Fourth Day

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Today is the Fourth Day. Yesterday we were born again into eternal life and today is the day we begin to live like it. That’s why I want to tell you what I learned during this Lent.

I gave up 24 hour news channels.

I did it because I have watched people I know slide into anxiety bordering on mental illness over the last two years from watching these channels.

I did it because of how many times in the last six months the hot take has been wrong and caused massive social upheaval.

I did it because a friend told me she hoped her bro-in-law had been able to drag her sister away from CNN for her birthday.

I did it because these channels are an echo chamber. We watch the one we like the most and all they tell us is what we want to hear.  That’s disturbing on so many levels—but the one that disturbs me the most is that viewership is UP on these channels as we all align ourselves for 2020.

I did it because when the lady from Church called to tell me “Turn on  Fox News!” because Notre Dame was on fire, even after 40 days of not watching any of them, I thought to myself “I know something about you now.”

I did it because those channels are not reporting news. They are opining, which is not news. And they are opining for money which means their integrity is questionable at best and non-existent at worst.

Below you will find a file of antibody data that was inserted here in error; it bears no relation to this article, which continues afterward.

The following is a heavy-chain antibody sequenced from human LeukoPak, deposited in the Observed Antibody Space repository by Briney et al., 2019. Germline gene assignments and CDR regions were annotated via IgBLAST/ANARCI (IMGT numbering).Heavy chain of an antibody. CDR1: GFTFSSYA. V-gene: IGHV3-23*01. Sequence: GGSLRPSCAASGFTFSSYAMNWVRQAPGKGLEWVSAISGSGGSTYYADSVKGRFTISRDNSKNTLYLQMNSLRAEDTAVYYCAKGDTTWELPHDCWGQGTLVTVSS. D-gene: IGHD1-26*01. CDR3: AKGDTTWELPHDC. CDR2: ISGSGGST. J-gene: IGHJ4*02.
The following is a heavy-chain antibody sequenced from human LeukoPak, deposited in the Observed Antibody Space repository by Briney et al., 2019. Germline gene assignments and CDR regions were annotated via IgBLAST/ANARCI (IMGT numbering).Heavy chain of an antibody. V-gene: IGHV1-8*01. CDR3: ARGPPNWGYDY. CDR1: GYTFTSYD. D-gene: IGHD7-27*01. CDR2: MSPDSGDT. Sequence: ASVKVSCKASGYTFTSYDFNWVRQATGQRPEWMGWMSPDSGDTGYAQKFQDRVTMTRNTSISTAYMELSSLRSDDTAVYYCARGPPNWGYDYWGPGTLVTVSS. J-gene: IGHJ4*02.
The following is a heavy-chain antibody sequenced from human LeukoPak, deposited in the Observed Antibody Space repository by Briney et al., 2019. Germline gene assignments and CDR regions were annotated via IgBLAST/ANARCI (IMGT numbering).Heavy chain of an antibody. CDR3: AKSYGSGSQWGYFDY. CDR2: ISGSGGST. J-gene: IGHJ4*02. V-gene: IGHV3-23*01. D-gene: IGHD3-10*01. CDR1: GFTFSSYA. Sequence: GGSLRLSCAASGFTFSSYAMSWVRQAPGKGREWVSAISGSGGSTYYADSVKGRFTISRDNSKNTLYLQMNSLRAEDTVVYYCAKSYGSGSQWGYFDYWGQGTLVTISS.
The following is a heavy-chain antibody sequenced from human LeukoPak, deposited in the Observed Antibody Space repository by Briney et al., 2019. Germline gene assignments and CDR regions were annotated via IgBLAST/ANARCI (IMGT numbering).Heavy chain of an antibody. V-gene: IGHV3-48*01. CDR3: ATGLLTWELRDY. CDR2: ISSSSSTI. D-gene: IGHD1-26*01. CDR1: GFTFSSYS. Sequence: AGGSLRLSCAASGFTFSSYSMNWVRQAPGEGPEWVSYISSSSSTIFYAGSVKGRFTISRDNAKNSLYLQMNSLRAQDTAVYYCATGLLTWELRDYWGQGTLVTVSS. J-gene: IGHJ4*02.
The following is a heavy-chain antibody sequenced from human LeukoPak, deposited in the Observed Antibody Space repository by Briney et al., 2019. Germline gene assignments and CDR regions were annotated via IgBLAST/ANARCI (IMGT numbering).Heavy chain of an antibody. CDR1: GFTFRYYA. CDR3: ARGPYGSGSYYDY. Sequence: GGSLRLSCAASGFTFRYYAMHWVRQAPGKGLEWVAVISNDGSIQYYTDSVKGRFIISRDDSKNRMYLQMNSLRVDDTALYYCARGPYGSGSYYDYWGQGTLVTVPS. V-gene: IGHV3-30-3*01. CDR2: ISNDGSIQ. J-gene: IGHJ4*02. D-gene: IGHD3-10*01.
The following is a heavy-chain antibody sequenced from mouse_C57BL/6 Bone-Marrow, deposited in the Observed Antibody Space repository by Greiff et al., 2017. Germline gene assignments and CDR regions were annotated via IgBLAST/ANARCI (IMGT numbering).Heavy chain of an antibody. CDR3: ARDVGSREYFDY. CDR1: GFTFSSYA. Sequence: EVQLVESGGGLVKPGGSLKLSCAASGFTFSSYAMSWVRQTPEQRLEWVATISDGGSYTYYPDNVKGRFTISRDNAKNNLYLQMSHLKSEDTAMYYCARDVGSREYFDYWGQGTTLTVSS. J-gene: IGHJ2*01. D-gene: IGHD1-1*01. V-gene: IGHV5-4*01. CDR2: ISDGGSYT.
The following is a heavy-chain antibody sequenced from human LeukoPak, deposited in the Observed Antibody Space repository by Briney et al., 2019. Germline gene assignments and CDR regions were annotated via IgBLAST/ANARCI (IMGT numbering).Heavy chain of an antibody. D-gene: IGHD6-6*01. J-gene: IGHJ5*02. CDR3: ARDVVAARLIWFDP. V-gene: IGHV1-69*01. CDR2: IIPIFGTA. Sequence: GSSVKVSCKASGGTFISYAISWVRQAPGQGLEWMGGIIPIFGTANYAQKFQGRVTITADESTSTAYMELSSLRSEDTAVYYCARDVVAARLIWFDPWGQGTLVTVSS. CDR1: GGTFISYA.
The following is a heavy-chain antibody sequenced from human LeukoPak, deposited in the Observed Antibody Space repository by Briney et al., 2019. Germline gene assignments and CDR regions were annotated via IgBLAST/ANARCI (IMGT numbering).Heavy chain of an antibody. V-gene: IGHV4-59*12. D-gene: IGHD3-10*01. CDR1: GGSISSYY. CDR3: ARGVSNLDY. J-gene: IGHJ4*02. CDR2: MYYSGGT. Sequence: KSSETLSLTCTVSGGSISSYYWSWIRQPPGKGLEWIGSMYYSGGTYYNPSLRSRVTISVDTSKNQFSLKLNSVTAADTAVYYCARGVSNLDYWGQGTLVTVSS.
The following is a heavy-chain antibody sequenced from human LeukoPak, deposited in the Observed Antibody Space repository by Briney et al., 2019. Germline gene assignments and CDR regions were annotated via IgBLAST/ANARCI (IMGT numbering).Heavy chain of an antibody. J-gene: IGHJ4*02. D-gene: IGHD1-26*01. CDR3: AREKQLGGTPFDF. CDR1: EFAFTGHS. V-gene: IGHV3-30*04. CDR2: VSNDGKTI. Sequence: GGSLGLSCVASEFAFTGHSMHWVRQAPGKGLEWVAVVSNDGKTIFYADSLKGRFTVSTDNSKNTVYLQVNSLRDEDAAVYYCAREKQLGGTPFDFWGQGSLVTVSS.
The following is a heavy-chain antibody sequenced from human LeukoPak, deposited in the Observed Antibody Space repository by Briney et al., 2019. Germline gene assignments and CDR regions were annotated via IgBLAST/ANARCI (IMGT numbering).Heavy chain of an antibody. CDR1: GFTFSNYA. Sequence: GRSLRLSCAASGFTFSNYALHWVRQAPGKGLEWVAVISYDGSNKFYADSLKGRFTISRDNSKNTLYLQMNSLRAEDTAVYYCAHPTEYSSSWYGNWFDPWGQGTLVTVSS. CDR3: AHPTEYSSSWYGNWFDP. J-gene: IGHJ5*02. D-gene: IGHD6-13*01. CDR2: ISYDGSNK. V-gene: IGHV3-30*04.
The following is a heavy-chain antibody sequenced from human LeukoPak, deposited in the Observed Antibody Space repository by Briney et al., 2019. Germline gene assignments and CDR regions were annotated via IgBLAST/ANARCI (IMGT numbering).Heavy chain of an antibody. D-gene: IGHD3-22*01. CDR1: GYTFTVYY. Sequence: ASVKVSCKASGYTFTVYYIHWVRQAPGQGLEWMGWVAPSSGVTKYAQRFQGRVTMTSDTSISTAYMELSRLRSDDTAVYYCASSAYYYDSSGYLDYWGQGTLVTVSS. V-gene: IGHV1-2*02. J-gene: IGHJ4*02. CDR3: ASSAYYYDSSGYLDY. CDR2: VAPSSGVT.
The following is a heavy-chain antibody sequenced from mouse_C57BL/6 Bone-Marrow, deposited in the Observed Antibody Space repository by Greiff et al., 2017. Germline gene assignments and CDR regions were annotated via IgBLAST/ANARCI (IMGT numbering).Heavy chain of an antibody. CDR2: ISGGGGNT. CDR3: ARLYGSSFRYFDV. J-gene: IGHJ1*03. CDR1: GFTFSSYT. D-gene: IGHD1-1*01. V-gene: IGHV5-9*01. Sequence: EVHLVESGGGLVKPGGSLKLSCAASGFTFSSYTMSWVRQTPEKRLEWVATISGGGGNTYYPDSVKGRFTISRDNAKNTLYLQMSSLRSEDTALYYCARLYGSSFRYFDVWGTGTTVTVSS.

I did it because I have noticed that people who watch these channels have lost their faith in humanity and joy in life. They are always angry, always accusing, always ready for a fight.

I did it because that was me.

I think it was probably the best way I could have spent my Lent and I am not kidding.  I learned something gnarly about myself:  how often I turned on those channels to get my “I’m right” validated.

I’m not going back. A little bit of distance has taught me that these channels want us to worship them, submit to them. And a lot of us have done it, especially the ones of us who work from home or at home or are retired. These channels are the noise running in the background of our daily lives—but what is it costing us?

Our sanity, if you ask me. Our kindness. Our faith in each other. Our faith in God. So many of us are scared, and faith-filled people aren’t scared.

You know what I’m not since I stopped watching? Scared. Angry. Suspicious. I’m not sure the world is going to hell in a handbasket. I’m not anxious.

I see love and light in the world. I see kindness and joy. I see work to do, for sure. But it’s not dire. It’s not endtimes. I believe in our ability to climb this mountain together because there is glory and goodness all around us.

All around us.

Turn them off. Just trust me and turn them off.